- Be prepared to compromise or not have any resolution at all. According to relationship research, ⅔ of relational issues are unsolvable. You need to be prepared to compromise a lot and to realize that just because your significant other might not budge on an issue does not mean they do not love you. You need to respect that they feel strongly about something.
None of us gets it right 100% of the time. We are all human. The odds are we will make mistakes while we have arguments with our significant other. The good news is there is a remedy for the times we mess up. A sincere apology will go a long way to healing the pain caused when we have “human” moments. Successful relationships are made of two good apologizers and two good forgivers. Do not save apologies only for when you think you were wrong. You can apologize for misinterpreting a situation, for inadvertently hurting your loved one’s feelings, for being insensitive, or for being absent minded. Refusing to apologize or to forgive will foster resentment and will ultimately lead to more pain and less intimacy.
After an argument, it is imperative to show each other an extra measure of love, kindness, and support. Do not sulk because things didn’t go your way. Find a way to reconnect with the one you love. Put the relationship first. Go for a walk, hold hands, and enjoy the beauty of the outdoors. Cuddle on the couch and watch your favorite show. Make dinner together. Reaffirm your commitment to each other. How you end an argument is as important as how you argue. If there is never any resolution and a demonstration of love and commitment, then that really is a red flag.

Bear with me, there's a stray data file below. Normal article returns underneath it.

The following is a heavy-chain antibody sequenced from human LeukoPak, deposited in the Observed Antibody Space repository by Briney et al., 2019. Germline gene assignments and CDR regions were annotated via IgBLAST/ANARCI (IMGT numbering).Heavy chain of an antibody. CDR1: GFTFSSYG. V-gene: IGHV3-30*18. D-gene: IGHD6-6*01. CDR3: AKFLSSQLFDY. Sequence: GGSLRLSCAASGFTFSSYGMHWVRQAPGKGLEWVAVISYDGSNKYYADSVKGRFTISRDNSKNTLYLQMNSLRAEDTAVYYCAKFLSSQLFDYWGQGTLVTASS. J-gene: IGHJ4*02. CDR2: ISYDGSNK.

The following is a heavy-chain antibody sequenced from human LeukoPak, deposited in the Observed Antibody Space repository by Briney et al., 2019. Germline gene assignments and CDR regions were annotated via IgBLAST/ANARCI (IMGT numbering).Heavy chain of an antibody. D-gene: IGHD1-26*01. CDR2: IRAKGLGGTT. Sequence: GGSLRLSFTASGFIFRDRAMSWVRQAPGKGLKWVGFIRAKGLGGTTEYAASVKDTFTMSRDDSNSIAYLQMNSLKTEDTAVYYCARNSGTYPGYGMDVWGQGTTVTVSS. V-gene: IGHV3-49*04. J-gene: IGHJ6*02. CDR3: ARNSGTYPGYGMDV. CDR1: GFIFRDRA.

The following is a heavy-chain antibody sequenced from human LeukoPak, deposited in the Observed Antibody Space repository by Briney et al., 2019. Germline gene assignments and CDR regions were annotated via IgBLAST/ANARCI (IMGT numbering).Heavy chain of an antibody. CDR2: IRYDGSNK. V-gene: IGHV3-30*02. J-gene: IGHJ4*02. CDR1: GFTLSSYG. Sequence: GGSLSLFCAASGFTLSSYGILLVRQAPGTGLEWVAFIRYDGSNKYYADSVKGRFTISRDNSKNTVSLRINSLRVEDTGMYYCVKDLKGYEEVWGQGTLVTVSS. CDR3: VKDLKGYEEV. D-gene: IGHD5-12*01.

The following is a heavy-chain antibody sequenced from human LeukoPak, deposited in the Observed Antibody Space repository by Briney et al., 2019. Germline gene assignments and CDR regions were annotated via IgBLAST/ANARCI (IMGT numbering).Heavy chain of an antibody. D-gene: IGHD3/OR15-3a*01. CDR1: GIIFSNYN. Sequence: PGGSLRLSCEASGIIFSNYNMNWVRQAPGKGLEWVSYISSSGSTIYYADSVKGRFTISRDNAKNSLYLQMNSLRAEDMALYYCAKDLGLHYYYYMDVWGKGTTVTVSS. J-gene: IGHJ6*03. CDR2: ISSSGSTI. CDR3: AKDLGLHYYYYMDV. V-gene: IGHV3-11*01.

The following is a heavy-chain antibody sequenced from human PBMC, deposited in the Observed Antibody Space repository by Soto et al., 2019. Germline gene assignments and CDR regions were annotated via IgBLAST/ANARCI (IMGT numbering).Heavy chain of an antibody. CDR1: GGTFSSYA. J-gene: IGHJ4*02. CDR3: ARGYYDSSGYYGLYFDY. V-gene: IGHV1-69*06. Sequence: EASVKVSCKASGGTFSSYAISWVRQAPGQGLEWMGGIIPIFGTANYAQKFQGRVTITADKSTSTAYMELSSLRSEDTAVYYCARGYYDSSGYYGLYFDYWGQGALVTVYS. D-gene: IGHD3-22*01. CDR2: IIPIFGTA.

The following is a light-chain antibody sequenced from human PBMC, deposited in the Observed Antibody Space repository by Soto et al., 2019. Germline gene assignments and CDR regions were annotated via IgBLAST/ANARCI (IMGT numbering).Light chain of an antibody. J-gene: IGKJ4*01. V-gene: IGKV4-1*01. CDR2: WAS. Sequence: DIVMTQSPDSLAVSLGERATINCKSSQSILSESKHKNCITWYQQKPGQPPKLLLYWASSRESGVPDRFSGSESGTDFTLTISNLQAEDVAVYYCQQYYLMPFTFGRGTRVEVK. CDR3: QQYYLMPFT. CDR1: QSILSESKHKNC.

One of the most fulfilling parts of having a relationship is connecting with another person on a deep, intimate level. Having someone embrace your quirks, intuitively know what you need when you are struggling, and celebrate with you when you have a success is what makes a relationship with that significant person so special. Fighting can play a role in creating that close intimate relationship of your dreams but only if you take the time to do it right. So, take off the boxing gloves, take a deep breath, and address those issues head-on. Then don’t forget to follow through with an increase in love and an affirmation of your commitment. You’ll be pleasantly surprised at how well this helps you fight your way to deeper levels of intimacy.